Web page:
Starring: Zack Ward, Dave Foley, Chris Coppola, Jackie Tohn, J.K. SImmons. Rated R.
Uwe Boll is tired of the abuse.
The man popularly dismissed by Internet pundits as “the worst filmmaker in the
world” earned a new nickname – “Raging Boll” – in September 2006, when he faced
off against five of his most vociferous critics in the boxing ring, beating
them all into bloody submission, if not some newfound appreciation of his
Boll’s greatest sin? According to
his most ardent detractors, it’s that his movies, so often based on
ultra-violent video games, misrepresent the spirit of their source material.
That’s debatable, but what’s not so debatable is that his productions, hastily
thrown together and frequently underfinanced, are as shoddy in appearance as
they are crude and bizarre. They are sometimes laughably wrongheaded (Alone
in the Dark, In the Name of the King) but thanks to Boll’s anarchic sensibilities, rarely dull.
loosely by the
controversial 2003 computer game, Postal
would be more of the same if not for Boll’s decision to embrace the comedy
inherent in his feather-brained tributes to testosterone. Yes, it’s tasteless –
witness the opening shot of an airliner crashing into the World Trade Center as
two hijackers consider changing course for the Bahamas – but there are a few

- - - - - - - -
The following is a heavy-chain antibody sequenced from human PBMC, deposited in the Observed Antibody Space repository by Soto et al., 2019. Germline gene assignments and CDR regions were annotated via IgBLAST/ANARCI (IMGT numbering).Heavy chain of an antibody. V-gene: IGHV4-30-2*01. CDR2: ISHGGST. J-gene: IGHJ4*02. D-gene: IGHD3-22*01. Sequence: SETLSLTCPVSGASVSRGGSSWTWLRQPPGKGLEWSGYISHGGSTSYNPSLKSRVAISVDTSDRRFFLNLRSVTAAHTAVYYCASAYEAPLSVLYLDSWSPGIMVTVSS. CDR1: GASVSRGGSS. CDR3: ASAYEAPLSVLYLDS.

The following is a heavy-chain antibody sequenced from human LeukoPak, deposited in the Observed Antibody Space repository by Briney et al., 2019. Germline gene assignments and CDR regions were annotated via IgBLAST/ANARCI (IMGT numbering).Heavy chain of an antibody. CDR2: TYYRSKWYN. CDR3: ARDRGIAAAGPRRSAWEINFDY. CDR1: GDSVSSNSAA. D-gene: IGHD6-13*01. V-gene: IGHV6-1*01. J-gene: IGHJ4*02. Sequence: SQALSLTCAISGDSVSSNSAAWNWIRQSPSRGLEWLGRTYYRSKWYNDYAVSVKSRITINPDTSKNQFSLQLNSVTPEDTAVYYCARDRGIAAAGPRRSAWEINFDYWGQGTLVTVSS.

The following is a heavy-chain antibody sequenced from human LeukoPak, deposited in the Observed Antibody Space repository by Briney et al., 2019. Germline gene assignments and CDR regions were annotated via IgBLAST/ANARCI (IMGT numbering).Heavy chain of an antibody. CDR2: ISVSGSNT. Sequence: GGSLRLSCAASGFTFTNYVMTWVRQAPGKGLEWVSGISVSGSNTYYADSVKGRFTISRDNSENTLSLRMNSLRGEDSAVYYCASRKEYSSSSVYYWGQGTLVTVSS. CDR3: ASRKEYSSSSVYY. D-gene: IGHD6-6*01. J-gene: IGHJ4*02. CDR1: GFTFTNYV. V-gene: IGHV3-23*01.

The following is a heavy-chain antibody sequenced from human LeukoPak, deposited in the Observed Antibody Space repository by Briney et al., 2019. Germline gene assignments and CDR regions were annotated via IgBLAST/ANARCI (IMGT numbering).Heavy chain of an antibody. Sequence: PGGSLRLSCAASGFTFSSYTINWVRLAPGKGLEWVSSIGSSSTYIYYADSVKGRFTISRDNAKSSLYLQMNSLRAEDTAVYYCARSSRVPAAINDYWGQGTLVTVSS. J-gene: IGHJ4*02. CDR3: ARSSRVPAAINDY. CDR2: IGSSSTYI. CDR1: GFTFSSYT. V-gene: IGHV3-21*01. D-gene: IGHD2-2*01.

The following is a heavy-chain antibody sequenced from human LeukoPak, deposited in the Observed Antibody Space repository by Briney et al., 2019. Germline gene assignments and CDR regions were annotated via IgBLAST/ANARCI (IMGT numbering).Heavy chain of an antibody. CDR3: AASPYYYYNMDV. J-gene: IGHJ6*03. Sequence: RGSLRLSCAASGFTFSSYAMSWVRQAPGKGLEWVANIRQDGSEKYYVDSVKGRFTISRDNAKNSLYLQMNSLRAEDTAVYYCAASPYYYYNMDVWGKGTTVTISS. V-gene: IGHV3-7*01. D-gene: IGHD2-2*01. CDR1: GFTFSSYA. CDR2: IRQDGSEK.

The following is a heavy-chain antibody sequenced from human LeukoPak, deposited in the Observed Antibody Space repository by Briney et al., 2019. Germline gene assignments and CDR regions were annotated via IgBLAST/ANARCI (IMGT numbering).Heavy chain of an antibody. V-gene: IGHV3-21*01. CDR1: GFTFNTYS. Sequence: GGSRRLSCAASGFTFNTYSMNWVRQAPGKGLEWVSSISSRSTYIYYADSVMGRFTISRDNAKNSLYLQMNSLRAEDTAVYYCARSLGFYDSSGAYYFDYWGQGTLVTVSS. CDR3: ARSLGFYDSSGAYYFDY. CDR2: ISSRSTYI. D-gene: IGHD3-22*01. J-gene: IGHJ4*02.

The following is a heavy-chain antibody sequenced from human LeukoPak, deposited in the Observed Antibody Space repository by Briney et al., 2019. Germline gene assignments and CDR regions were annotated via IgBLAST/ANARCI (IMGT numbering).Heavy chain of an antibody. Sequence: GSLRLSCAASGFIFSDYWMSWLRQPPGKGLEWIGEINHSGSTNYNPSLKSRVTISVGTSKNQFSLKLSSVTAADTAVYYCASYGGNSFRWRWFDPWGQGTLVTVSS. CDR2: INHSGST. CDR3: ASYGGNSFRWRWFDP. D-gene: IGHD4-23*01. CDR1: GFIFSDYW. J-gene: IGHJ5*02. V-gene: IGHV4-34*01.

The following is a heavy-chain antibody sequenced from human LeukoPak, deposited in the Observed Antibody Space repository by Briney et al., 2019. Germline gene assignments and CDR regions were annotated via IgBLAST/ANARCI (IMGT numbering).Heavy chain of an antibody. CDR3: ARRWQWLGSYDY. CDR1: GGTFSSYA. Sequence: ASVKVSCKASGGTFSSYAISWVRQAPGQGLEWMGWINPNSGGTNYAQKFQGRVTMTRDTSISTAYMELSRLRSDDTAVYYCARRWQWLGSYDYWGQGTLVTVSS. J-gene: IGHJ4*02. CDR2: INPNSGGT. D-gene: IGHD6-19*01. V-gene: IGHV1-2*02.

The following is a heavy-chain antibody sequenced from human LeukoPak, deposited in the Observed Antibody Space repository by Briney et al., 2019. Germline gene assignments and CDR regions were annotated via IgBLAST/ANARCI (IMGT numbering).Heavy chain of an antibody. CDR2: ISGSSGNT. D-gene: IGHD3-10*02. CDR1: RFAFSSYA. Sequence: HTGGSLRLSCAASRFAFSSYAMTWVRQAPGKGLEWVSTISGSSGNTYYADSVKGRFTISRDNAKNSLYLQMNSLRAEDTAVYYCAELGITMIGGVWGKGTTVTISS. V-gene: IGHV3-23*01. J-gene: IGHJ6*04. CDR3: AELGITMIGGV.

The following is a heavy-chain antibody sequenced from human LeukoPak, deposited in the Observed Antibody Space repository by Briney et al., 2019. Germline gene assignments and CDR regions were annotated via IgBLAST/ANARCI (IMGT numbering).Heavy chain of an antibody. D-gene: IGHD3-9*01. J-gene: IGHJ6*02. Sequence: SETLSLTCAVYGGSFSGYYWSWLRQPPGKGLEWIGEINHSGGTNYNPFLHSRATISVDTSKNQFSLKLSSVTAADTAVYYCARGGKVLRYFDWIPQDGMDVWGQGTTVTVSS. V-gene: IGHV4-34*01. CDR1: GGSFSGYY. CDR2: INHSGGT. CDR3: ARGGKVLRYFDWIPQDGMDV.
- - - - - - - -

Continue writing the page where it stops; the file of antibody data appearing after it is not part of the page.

genuine laughs mired in the manic muck.
reputation – his
highest-rated film on the Rotten Tomatoes website boasts an 11 percent approval
rating – he has never had trouble rounding up recognizable talent, which might
explain the presence of Dave Foley (Kids in the Hall), J.K. Simmons (Juno)
and even celebrity midget Verne Troyer, playing himself, in Postal. Even so, the film belongs to Zack Ward as the Postal
Dude, who leaves his Paradise, Ariz., trailer park in hopes of landing a job
and winds up at the center of a bloody search for Osama bin Laden.
some might recall as
the red-headed bully from A Christmas Story, is hardly a revelation here, but he seems affable enough
when he’s not splattering right-wing religious zealots and assorted small-town
crazies. Even Boll makes a tongue-in-cheek appearance as himself, if only to
vocalize his contempt for video games and the button-mashers who mock his
Is it funny? Not really, but it
has isolated flashes of inspiration, none more true-to-life than Ward’s
deliciously inane job interview with Hostel’s Rick Hoffman. (“How would you move a mountain using only
a spoon?”) Elsewhere, the film is a jumbled, needlessly violent mess, sloppily
edited and feckless in its attempts at political satire.
Yes, it closes with
a shot of bin
Laden and Dubya frolicking in a field, skipping along hand-in-hand just before
an atom bomb reduces them to so much post-apocalyptic mulch. It’s a subversive
image, I suppose, but what’s the point? Like the rest of Postal, it wants to be shocking, but it’s far too superficial to
elicit anything more than bewilderment.